Stranded Montreal-bound passengers to Air Transat: 'we're suffocating'

Paterniano Del Favero
Agosto 2, 2017

Flight 507 from Rome was also similarly stranded and passengers were kept aboard for five hours. The shortage of fuel on TS157 also explains the lack of air conditioning on board for a time.

Conditions on the flights became unbearable for several customers after the airplanes lost power, making the conditions in the cabin hot and hard for passengers to breathe.

One of the passengers called 911, Mah said.

One of the passengers called 911, at which point measures were taken to improve conditions, most notably the distribution of water to passengers who had been on the aircraft at that point for 15 hours.

When the power was cut off, passengers called 911 because it was getting hot on the plane and people were getting sick.

The flight left the Ottowa airport at 11 p.m., according to the CBC, landing in Montreal around 11:30 p.m.

However, law enforcement didn't force the pilot to deplane and the plane sat on the tarmac until 11pm, when it was finally cleared to take off for Montreal.

Maryanne Zehil says the plane, which had originated in Brussels, was meant to land in Montreal on Monday but that the 336 passengers were told it would not be possible because of storms.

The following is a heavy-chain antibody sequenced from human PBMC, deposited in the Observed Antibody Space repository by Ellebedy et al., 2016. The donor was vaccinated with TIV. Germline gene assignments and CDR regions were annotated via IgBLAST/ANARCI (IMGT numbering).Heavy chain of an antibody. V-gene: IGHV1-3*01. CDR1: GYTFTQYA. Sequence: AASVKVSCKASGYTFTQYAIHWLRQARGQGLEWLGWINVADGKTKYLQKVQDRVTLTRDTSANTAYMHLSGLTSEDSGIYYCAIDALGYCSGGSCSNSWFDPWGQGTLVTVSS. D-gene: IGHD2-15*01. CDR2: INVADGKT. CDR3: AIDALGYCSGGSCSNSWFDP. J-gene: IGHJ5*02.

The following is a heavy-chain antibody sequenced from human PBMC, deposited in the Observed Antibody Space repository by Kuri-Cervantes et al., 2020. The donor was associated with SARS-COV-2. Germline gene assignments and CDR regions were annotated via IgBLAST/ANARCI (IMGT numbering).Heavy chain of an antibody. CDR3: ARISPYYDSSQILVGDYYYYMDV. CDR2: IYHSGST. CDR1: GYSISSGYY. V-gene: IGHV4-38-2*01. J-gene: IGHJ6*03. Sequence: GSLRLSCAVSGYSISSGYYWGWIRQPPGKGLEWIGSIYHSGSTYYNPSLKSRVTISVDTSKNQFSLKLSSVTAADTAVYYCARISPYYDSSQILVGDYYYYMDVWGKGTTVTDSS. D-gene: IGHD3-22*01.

In separate statements, the airport and airline blamed each other for what happened.

KelownaNow reached out to Air Transat about the two flights that waited on the tarmac for several hours after being grounded in Ottawa.

'Following yesterday's violent late-afternoon thunderstorms in Montreal, some of our flights from Europe and the South had to be diverted to other airports, ' it said.

"We are sincerely sorry for the inconvenience that this situation, which was beyond our control, may have caused our passengers", the airline said in an emailed statement.

However, the Air Transat reply didn't give an explanation as to why the passengers couldn't get off the plane to wait.

"We did have buses on standby in case they made a decision to disembark their passengers and process them through customs", Kealey said.

Ottawa International Airport Authority spokeswoman Krista Kealey told CBC News dozens of flights were diverted to Ottawa Monday due to the stormy weather and noted that it's up to the airlines to decide whether passengers should deplane.

A representative for Ottawa International Airport Authority didn't immediately return International Business Times' request for comment.

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